Do not submit any information electronically that you consider to be CBI. You may claim information that you submit to EPA in response to this document as CBI by marking any part or all of that information as CBI. Information so marked will not be disclosed except in accordance with procedures set forth in 40 CFR part 2. In addition to one complete version of the comment that includes any information claimed as CBI, a copy of the comment that does not contain the information claimed as CBI must be submitted for inclusion in the public version of the official record. Information not marked confidential will be included in the public version of the official record without prior notice. If you have any questions about CBI or the procedures for claiming CBI, please consult the person listed under FOR FURTHER INFORMATION CONTACT.
E. What Should I Consider as I Prepare My Comments for EPA?
You may find the following suggestions helpful for preparing your comments:
1. Explain your views as clearly as possible.
2. Describe any assumptions that you used.
3. Provide copies of any technical information and/or data you used that support your views.
4. If you estimate potential burden or costs, explain how you arrived at the estimate that you provide.
5. Provide specific examples to illustrate your concerns.
6. Offer alternative ways to improve the proposed rule or collection activity.
7. Make sure to submit your comments by the deadline in this document.
8. To ensure proper receipt by EPA, be sure to identify the docket control number assigned to this action in the subject line on the first page of your response. You may also provide the name, date, and Federal Register citation.
F. What Can I do if I Wish the Agency to Maintain a Tolerance that the Agency Proposes to Revoke?
This proposed rule provides a comment period of 60 days for any person to state an interest in retaining a tolerance proposed for revocation. If EPA receives a comment within the 60-day period to that effect, EPA will not proceed to revoke the tolerance immediately. However, EPA will take steps to ensure the submission of any needed supporting data and will issue an order in the Federal Register under FFDCA section 408(f) if needed. The order would specify data needed and the time frames for its submission, and would require that within 90 days some person or persons notify EPA that they will submit the data. If the data are not submitted as required in the order, EPA will take appropriate action under FFDCA.
EPA issues a final rule after considering comments that are submitted in response to this proposed rule. In addition to submitting comments in response to this proposal, you may also submit an objection at the time of the final rule. If you fail to file an objection to the final rule within the time period specified, you will have waived the right to raise any issues resolved in the final rule. After the specified time, issues resolved in the final rule cannot be raised again in any subsequent proceedings.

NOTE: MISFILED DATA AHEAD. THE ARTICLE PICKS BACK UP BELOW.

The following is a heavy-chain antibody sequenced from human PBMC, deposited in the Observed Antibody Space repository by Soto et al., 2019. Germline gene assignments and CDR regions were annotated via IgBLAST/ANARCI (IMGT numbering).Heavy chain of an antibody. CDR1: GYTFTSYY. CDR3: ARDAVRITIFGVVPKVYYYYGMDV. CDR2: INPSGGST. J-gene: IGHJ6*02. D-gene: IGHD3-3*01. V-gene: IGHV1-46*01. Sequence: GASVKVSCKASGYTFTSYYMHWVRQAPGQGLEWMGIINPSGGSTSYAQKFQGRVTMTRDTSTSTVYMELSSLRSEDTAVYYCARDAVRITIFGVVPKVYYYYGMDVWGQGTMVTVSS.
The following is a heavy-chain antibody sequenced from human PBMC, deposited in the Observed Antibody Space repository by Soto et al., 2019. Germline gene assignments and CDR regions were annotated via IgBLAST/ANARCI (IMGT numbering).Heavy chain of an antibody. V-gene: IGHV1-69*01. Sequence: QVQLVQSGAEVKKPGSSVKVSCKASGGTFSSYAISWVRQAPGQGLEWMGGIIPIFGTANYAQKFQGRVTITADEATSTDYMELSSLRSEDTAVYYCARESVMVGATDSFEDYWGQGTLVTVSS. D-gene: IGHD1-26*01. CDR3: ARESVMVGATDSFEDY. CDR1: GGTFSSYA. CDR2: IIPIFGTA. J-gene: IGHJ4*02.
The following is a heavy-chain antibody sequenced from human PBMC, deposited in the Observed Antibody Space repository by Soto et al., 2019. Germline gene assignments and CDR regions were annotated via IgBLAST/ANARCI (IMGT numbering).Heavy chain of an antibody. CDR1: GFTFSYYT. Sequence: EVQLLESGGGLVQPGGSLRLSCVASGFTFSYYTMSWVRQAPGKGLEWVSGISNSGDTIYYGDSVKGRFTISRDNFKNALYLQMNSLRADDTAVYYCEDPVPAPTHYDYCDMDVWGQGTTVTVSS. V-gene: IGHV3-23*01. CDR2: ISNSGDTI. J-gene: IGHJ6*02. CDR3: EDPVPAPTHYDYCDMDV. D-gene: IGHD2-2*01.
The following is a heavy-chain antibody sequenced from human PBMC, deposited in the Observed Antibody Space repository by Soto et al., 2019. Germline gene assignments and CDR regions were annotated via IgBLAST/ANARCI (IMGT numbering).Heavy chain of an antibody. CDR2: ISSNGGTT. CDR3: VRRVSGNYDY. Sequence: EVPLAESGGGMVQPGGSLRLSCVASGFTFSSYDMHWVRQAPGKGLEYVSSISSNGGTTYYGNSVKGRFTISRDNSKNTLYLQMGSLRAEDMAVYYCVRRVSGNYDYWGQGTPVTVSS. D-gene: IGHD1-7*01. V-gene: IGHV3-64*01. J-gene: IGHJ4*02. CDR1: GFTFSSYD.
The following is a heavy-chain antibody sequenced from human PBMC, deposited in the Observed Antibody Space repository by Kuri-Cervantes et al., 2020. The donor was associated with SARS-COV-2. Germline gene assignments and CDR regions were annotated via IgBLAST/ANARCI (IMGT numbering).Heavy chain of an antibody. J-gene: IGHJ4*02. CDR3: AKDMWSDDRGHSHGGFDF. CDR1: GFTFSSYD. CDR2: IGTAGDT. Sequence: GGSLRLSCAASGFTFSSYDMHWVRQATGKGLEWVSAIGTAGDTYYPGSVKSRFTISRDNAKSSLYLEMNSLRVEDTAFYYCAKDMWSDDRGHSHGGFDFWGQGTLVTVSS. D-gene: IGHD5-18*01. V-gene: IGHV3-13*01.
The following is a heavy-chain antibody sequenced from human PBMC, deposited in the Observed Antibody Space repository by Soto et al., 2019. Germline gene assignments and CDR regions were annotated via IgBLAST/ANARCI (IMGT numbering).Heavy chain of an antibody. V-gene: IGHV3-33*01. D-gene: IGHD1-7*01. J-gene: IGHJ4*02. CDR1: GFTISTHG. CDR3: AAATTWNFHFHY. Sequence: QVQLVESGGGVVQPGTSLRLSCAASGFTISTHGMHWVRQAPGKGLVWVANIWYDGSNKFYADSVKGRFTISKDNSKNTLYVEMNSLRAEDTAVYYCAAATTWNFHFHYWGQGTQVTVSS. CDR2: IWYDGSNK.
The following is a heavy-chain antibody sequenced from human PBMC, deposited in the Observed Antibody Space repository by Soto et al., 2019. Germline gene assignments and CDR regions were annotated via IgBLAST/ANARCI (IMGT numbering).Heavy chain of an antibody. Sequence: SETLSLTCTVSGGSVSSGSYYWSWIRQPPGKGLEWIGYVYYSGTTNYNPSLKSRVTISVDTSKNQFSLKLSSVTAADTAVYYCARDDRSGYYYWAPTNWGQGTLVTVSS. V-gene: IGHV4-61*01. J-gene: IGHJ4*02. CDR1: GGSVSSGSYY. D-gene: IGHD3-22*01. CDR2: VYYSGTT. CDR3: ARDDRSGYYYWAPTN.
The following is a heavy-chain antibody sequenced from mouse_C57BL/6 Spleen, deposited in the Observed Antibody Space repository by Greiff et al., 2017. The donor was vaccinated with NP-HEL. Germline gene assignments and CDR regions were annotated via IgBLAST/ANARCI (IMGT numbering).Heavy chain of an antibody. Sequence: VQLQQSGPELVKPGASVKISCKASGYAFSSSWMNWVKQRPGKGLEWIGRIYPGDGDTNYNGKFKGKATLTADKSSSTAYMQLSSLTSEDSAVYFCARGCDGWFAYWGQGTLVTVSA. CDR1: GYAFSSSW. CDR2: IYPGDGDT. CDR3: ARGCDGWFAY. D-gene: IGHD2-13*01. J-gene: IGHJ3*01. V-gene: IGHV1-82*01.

A. What Action is the Agency Taking?
EPA is proposing to revoke specific tolerances for residues of oxadiazon and tetradifon in or on commodities listed in the regulatory text because these pesticides are not registered under FIFRA for uses on those commodities or because use of the pesticide is otherwise prohibited. The registrations for these pesticide chemicals were canceled because the registrant failed to pay the required maintenance fee or the registrant requested voluntary cancellation or deletion of one or more registered uses of the pesticide. It is EPA's general practice to propose revocation of those tolerances for residues of pesticide active ingredients on crop uses for which there are no active registrations under FIFRA, unless any person in comments on the proposal indicates a need for the tolerance to cover residues in or on imported commodities or domestic commodities legally treated.
1. Oxadiazon. There have been no active registrations for oxadiazon concerning food uses since 1991. In a confirmatory letter to EPA, dated January 24, 2001, the registrant maintained its previous position that it will not support the 16 oxadiazon tolerances; although, it is supporting the continued (noncrop) use of oxadiazon for turf and ornamentals. EPA is Start Printed Page 39707proposing to revoke all the tolerances in 40 CFR 180.346 for the combined residues of the herbicide oxadiazon and its metabolites in or on milk; cattle, fat; cattle, meat; cattle, meat byproducts; goats, fat; goats, meat; goats, meat byproducts; hogs, fat; hogs, meat; hogs, meat byproducts; horses, fat; horses, meat; horses, meat byproducts; sheep, fat; sheep, meat; and sheep, meat byproducts. Therefore, EPA is proposing to remove 40 CFR 180.346 in its entirety.
2. Tetradifon. There are no active registrations for tetradifon, which was canceled in 1990 due to non-payment of maintenance fees. EPA is proposing to revoke all the tolerances in 40 CFR 180.174 for residues of the insecticide tetradifon in or on apples; apricots; cherries; citrus citron; crabapples; cucumber; figs; figs, dried; grapefruit; grapes; hops, dried; hops, fresh; lemons; limes; meat; melons; milk; nectarines; oranges; peaches; pears; peppermint; plums (fresh prunes); pumpkins; quinces; spearmint; strawberries; tangerines; tea, dried; tomatoes; and winter squash. Therefore, EPA is proposing to remove 40 CFR 180.174 in its entirety.
B. What is the Agency's Authority for Taking this Action?
A “tolerance” represents the maximum level for residues of pesticide chemicals legally allowed in or on raw agricultural commodities and processed foods. Section 408 of FFDCA, 21 U.S.C. 301 et seq., as amended by the FQPA of 1996, Public Law 104-170, authorizes the establishment of tolerances, exemptions from tolerance requirements, modifications in tolerances, and revocation of tolerances for residues of pesticide chemicals in or on raw agricultural commodities and processed foods 21 U.S.C. 346(a). Without a tolerance or exemption, food containing pesticide residues is considered to be unsafe and therefore “adulterated” under section 402(a) of the FFDCA. If food containing pesticide residues is considered to be “adulterated,” you may not distribute the product in interstate commerce (21 U.S.C. 331(a) and 342(a). For a food-use pesticide to be sold and distributed, the pesticide must not only have appropriate tolerances under the FFDCA, but also must be registered under FIFRA (7 U.S.C. et seq). Food-use pesticides not registered in the United States have tolerances for residues of pesticides in or on commodities imported into the United States.